In March the Government’s official commodity forecaster ABARES predicted that saleyard cattle prices for the 2014-15 financial year ending June 30 would average 349c/kg dressed weight, and projected prices for 2015-16 to average 405c/kg dressed weight.
In its June quarter commodities report released this morning, ABARES has readjusted the 2014-15 saleyard price average 14c/kg higher to 363c/kg, while it has also revised up its forecast for saleyard prices for 2015-16c by 20c/kg to an average of 425c/kg.
That price is the highest in real terms since 2004–05.
The expectation of higher prices is based on forecasts for strong international demand for Australian beef and live cattle to continue next financial year, particularly from the US, Japan and South East Asia.
Australian cattle slaughter is expected to remain relatively high in the first half of 2015–16, assuming continued dryness in many regions in Queensland, northern New South Wales and Victoria, based on the recently confirmed El Nino weather phase.
Assuming that seasonal conditions improve in the second half of 2015-16, particularly in major producing regions of Queensland, northern New South Wales and Victoria, ABARES expects cattle slaughter rates to decline as producers focus on rebuilding their herds.
“This is expected to lead to greater competition between meat processors, lotfeeders, restockers and live cattle exporters, placing further upward pressure on cattle prices in the second half of 2015–16,” the ABARES report states.
“A risk factor to this price outlook is the assumption about seasonal conditions in the second half of 2015–16.
“If seasonal conditions remain unfavourable, herd rebuilding is unlikely to occur and cattle slaughter could be higher than currently forecast— placing downward pressure on cattle prices.
“This would likely lead to the weighted average saleyard price averaging lower in the second half of 2015–16 and result in a markedly lower average yearly price than currently forecast.”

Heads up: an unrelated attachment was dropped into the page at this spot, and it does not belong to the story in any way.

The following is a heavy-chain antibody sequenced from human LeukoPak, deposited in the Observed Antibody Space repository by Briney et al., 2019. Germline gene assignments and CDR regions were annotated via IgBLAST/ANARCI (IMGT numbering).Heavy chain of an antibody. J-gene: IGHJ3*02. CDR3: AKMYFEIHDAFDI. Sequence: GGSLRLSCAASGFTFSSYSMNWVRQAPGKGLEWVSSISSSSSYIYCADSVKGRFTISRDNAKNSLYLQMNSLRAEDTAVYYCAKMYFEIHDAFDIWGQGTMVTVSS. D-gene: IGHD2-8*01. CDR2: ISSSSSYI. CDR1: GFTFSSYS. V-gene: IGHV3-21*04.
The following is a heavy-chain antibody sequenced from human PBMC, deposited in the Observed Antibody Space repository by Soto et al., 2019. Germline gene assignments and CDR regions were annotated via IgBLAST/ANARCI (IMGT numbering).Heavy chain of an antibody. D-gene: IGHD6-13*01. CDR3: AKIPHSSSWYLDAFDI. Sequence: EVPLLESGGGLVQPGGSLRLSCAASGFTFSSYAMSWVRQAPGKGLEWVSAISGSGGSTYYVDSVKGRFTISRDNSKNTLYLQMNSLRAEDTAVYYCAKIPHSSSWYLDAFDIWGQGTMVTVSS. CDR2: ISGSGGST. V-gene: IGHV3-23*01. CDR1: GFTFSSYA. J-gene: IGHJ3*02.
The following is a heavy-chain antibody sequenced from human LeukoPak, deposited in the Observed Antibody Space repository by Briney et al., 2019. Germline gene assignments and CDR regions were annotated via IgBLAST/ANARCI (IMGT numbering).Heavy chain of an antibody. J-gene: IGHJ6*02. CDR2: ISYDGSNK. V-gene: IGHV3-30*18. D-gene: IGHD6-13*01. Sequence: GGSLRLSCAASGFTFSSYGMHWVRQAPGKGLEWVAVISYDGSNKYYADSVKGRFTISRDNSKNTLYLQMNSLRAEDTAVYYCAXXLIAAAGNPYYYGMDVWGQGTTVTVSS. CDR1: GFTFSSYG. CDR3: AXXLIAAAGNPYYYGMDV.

ABARES says Australia slaughtered 10.2 million cattle in the current financial year, 7pc more than last year and the highest annual slaughter volume since the late 1970s.
This reflected both higher cattle prices and continued dry conditions in Queensland, parts of New South Wales and Victoria.
Female cattle slaughter accounted for 47 per cent of total cattle slaughter between July 2014 and April 2015, compared with 45 per cent in the same period a year earlier.
The female slaughter rate in Queensland however was 17 per cent higher year-on-year due to widespread rainfall deficiencies and forced turnoff of breeding cattle.
Next financial year, 2015–16, Australian cattle slaughter is forecast to fall by around 9 per cent to 9.2 million head.
While this represents a decline from 2014–15, the forecast volume is still around 7 per cent above the 10-year average to 2013–14.
The total Australian cattle herd (which includes is dairy cattle) is estimated to have fallen by 7 per cent in the past 12 months to a total of 27.0 million head.
It is forecast to decline by a further 3 per cent by 30 June 2016 to 26.1 million head, reflecting forecast relatively high slaughter and live exports in 2015–16.
Supply to constrain live export volumes in 2015-16
ABARES estimates that Australia exported a total of 1.2 million feeder and slaughter cattle in 2014-15, 20pc more than the previous year.
Exports to Indonesia and Vietnam were 23 per cent and 97 per cent higher year-on-year, respectively. Strengthening demand from Vietnam was particularly evident in the first quarter of 2015, when exports to the market totalled 95,000 head, only slightly below the 99,000 head exported to Indonesia in the same quarter.
Exports of Australian feeder cattle to Indonesia reached a monthly record of 121,000 head in April as exporters and importers raced to get cattle on feed in time for Ramadan.
Live exports of feeder and slaughter cattle from Australia in 2015–16 are forecast to decline by 8 per cent to 1.1 million head.
“While international demand for live cattle exports is expected to remain strong, the supply of cattle suitable for live export is forecast to fall because of lower Australian cattle inventory,” ABARES notes.
To view the forecast in more detail click here